• Hansen, Derek. The Ultimate Hang 2 (2017): Highly regarded illustrated guide to hammock camping. Recommended by serial thru-hiker and long-time hammock devotee, Brian “Beardoh” Ristola, who wrote “Hammocks for Thru-Hiking” for ‘The Hiking Life’ website in February 2018.
  • Lichter, Justin. Trail Tested (2020; 2nd Edition). Lightweight backpacking techniques and gear advice from a guy who has walked the walk for over 40,000 miles, including winter thru-hikes of the Appalachian Trail and Pacific Crest Trails, and pioneering routes in the Himalaya, New Zealand’s South Island, and Mexico’s Copper Canyon Region (with yours truly).
  • Magnanti, Paul. How to Survive Your First Trip into the Wild: Backpacking for Beginners (2019). Full of practical, to-the-point advice, How to Survive Your First Trip into the Wild, is ideal for those looking to make the transition from day hikes to overnight backpacking excursions. Magnanti’s decades of field experience combined with an often humorous writing style, make this book not only a great resource for beginners but also brings home the fact that as long as you are well prepared, heading out into the woods is an experience to be enjoyed, rather than simply endured.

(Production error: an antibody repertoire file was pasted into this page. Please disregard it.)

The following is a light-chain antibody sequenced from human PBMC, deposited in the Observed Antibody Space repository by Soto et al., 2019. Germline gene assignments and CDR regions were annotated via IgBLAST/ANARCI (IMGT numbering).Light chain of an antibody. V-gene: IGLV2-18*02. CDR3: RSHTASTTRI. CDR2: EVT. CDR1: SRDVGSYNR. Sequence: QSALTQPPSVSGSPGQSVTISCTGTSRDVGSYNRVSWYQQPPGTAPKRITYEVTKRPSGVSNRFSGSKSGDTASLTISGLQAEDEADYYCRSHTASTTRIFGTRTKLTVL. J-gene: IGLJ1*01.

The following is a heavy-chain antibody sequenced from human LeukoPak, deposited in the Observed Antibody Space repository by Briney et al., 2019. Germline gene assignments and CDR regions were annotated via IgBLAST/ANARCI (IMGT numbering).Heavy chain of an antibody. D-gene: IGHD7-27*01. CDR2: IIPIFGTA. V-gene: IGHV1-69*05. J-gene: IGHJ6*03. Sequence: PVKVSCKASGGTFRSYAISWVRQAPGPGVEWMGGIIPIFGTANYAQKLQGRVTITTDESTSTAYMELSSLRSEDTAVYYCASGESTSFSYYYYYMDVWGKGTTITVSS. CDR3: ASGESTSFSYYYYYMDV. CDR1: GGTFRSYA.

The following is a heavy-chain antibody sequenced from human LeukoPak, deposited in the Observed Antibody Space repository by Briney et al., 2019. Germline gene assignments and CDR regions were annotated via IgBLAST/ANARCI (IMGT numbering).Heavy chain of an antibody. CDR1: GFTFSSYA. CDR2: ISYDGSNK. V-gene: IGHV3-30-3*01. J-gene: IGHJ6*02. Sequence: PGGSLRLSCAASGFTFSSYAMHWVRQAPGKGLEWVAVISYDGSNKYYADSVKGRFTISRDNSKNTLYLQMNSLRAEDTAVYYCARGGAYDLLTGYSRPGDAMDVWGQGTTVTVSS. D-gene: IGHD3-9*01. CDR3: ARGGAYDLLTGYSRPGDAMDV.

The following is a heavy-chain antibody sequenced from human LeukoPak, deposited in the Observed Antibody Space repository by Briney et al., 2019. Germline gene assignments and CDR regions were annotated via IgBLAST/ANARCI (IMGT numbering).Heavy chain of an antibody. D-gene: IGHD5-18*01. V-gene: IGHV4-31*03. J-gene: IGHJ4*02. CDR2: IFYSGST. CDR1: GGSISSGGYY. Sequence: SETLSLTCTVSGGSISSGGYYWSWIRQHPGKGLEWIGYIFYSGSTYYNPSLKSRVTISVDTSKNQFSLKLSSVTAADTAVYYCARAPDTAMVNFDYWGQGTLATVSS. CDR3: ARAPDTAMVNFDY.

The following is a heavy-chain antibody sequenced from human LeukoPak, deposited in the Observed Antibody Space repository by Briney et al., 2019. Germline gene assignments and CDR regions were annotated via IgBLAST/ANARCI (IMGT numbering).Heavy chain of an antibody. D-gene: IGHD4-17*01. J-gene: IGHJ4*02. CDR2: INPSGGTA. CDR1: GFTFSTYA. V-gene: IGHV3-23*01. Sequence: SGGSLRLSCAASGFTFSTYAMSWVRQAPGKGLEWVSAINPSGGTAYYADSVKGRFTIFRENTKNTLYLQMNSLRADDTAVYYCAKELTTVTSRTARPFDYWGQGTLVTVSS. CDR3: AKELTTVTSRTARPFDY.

• Mountaineering: The Freedom of the Hills (9th edition, 2017): This classic mountaineering text (first published in 1960) also has lots of information relevant to hikers and backpackers (e.g. snow skills, wilderness first aid, knots, and navigation).

  • Skurka, Andrew. The Ultimate Hiker’s Gear Guide (2017; 2nd Edition). A thorough overview of lightweight backpacking gear and techniques from one of the sport’s leading authorities.